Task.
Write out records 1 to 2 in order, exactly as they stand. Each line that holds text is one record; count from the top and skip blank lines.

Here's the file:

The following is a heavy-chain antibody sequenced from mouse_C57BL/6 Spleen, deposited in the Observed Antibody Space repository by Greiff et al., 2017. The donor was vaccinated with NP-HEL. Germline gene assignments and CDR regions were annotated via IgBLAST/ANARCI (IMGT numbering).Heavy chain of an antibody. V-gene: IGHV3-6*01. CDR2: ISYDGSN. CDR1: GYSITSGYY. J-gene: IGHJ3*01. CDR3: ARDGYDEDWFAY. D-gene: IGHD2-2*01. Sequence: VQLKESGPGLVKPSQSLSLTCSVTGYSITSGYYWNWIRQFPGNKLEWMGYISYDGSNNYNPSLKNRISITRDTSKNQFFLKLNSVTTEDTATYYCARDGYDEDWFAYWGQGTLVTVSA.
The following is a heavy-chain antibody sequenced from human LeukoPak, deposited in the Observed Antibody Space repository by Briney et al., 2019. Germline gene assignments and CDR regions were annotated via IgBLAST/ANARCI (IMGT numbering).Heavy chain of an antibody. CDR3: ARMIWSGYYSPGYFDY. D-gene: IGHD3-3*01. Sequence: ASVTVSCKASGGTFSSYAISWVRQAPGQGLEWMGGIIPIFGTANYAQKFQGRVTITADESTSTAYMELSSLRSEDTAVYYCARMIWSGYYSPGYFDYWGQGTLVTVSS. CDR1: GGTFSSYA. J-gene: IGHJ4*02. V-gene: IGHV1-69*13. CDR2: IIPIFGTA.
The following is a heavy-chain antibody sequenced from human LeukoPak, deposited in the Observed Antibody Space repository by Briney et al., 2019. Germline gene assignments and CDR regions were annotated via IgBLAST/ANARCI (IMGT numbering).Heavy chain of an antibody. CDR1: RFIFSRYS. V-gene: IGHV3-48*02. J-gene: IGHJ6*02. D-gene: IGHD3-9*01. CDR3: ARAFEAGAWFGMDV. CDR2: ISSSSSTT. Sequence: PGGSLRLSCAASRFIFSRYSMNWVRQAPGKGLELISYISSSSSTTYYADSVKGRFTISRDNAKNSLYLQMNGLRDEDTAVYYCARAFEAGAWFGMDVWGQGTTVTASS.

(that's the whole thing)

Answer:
The following is a heavy-chain antibody sequenced from mouse_C57BL/6 Spleen, deposited in the Observed Antibody Space repository by Greiff et al., 2017. The donor was vaccinated with NP-HEL. Germline gene assignments and CDR regions were annotated via IgBLAST/ANARCI (IMGT numbering).Heavy chain of an antibody. V-gene: IGHV3-6*01. CDR2: ISYDGSN. CDR1: GYSITSGYY. J-gene: IGHJ3*01. CDR3: ARDGYDEDWFAY. D-gene: IGHD2-2*01. Sequence: VQLKESGPGLVKPSQSLSLTCSVTGYSITSGYYWNWIRQFPGNKLEWMGYISYDGSNNYNPSLKNRISITRDTSKNQFFLKLNSVTTEDTATYYCARDGYDEDWFAYWGQGTLVTVSA.
The following is a heavy-chain antibody sequenced from human LeukoPak, deposited in the Observed Antibody Space repository by Briney et al., 2019. Germline gene assignments and CDR regions were annotated via IgBLAST/ANARCI (IMGT numbering).Heavy chain of an antibody. CDR3: ARMIWSGYYSPGYFDY. D-gene: IGHD3-3*01. Sequence: ASVTVSCKASGGTFSSYAISWVRQAPGQGLEWMGGIIPIFGTANYAQKFQGRVTITADESTSTAYMELSSLRSEDTAVYYCARMIWSGYYSPGYFDYWGQGTLVTVSS. CDR1: GGTFSSYA. J-gene: IGHJ4*02. V-gene: IGHV1-69*13. CDR2: IIPIFGTA.